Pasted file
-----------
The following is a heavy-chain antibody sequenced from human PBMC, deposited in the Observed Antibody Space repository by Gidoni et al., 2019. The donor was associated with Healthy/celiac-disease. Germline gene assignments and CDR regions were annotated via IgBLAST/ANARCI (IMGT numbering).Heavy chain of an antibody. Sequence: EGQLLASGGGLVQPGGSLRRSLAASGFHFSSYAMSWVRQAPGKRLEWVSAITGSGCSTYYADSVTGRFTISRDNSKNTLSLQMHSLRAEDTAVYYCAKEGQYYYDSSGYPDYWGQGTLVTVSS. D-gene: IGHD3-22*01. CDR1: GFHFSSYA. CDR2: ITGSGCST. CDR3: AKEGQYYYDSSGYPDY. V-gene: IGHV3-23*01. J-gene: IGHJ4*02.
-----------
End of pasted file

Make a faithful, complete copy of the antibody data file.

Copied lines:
The following is a heavy-chain antibody sequenced from human PBMC, deposited in the Observed Antibody Space repository by Gidoni et al., 2019. The donor was associated with Healthy/celiac-disease. Germline gene assignments and CDR regions were annotated via IgBLAST/ANARCI (IMGT numbering).Heavy chain of an antibody. Sequence: EGQLLASGGGLVQPGGSLRRSLAASGFHFSSYAMSWVRQAPGKRLEWVSAITGSGCSTYYADSVTGRFTISRDNSKNTLSLQMHSLRAEDTAVYYCAKEGQYYYDSSGYPDYWGQGTLVTVSS. D-gene: IGHD3-22*01. CDR1: GFHFSSYA. CDR2: ITGSGCST. CDR3: AKEGQYYYDSSGYPDY. V-gene: IGHV3-23*01. J-gene: IGHJ4*02.